It’s used to provide background information or set the stage for a main event in the past. For instance: “Il faisait beau ce jour-là.” (The weather was nice that day.) 

Mental and Emotional States

It’s employed to express emotions, thoughts, or physical sensations in the past. For example: “J’étais content quand il est arrivé.” (I was happy when he arrived.) 

Ongoing Actions

The imparfait describes actions that were in progress or happening when something else occurred in the past. For instance: “Je lisais un livre quand le téléphone a sonné.” (I was reading a book when the phone rang.)

Points to Note About the Imparfait Tense

Passé Composé vs. Imparfait

The imparfait and passé composé (a compound past tense) are often used together to express the completion of an action in the past (passé composé) and provide context or background (imparfait). For example: “Il regardait la télévision quand son ami est arrivé.” (He was watching TV when his friend arrived.)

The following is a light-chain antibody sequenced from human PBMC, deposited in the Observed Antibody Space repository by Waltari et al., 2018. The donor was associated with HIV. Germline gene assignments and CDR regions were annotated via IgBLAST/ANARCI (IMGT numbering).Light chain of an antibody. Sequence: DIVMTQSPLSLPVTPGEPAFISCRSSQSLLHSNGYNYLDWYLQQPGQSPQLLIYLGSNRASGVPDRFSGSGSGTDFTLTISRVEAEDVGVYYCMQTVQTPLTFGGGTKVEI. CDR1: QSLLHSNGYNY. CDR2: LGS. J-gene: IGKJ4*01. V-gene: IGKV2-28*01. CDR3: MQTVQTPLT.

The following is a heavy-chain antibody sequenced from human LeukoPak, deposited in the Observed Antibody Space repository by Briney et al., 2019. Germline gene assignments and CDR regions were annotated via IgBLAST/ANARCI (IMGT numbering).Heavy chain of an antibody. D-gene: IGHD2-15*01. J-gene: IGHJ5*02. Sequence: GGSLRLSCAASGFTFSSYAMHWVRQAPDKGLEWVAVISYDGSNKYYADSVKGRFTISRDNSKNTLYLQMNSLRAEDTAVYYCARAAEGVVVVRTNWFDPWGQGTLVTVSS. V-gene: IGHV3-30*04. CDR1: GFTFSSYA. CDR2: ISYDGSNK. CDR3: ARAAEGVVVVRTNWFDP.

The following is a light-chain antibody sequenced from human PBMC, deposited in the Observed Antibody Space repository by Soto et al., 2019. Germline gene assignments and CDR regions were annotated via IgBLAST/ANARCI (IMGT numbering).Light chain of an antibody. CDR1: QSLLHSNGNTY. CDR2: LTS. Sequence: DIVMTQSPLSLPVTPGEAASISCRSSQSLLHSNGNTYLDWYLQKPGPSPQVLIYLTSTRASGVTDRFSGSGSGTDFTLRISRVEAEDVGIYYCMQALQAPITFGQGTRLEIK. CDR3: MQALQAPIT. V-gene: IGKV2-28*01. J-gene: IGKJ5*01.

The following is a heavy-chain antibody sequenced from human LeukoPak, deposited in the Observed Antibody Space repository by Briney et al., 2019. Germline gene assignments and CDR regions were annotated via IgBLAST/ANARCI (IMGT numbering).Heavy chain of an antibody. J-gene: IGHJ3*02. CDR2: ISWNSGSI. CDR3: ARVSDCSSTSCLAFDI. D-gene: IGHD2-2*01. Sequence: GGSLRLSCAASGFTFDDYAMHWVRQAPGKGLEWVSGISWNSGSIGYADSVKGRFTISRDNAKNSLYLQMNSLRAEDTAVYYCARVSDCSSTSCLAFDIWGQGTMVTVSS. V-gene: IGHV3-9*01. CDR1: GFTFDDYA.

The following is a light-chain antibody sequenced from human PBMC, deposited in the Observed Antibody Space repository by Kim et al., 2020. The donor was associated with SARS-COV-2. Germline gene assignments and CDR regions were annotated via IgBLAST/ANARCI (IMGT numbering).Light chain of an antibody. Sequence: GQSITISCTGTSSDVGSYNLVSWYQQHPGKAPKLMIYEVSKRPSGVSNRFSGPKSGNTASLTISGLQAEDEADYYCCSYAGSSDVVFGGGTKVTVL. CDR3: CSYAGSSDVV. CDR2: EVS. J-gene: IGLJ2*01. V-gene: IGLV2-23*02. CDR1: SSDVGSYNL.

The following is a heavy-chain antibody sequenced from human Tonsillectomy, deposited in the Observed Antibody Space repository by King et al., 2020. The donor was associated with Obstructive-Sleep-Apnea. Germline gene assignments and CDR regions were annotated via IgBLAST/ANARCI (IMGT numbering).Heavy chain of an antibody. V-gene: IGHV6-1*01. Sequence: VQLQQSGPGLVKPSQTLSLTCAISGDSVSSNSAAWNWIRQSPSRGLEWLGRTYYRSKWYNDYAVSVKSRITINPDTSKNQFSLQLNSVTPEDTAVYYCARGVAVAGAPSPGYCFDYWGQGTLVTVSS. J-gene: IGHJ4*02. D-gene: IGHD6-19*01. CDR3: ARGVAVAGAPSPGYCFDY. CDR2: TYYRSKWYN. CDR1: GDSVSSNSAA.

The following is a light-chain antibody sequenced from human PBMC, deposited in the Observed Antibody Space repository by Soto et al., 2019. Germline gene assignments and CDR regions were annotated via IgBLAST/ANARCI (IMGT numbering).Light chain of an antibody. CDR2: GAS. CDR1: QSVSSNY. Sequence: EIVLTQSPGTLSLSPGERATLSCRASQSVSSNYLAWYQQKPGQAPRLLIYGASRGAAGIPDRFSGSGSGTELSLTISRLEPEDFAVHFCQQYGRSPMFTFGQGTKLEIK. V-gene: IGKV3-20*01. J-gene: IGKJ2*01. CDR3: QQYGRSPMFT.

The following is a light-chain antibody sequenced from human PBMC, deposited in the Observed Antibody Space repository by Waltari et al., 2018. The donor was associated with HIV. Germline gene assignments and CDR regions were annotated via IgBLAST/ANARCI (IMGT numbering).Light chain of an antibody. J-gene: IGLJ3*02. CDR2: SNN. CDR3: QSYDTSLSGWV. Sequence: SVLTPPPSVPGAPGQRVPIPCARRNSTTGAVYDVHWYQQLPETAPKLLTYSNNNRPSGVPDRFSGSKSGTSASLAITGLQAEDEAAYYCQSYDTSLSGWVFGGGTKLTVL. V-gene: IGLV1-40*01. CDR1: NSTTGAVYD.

Conditional

The imparfait is used as the base for forming the conditional mood in French. For instance, “Je mangerais” (I would eat) is formed from “je mangeais” (I was eating). 

Si Clauses

In hypothetical or “if” clauses (si clauses), the imparfait is often used to express a condition in the past. For example: “Si j’avais de l’argent, j’achèterais une nouvelle voiture.” (If I had money, I would buy a new car.) 

Narration

In storytelling or writing, the imparfait is frequently used to set the scene and describe ongoing actions while the passé composé is used for specific events or actions that interrupted the ongoing ones.
Understanding the French imperfect tense is crucial for effective communication in French. Without it, your conversations will always live in the present!

I hope you enjoyed this article on the verb enchâsser. Still in a learning mood? Check out another TOTALLY random French verb imparfait conjugation!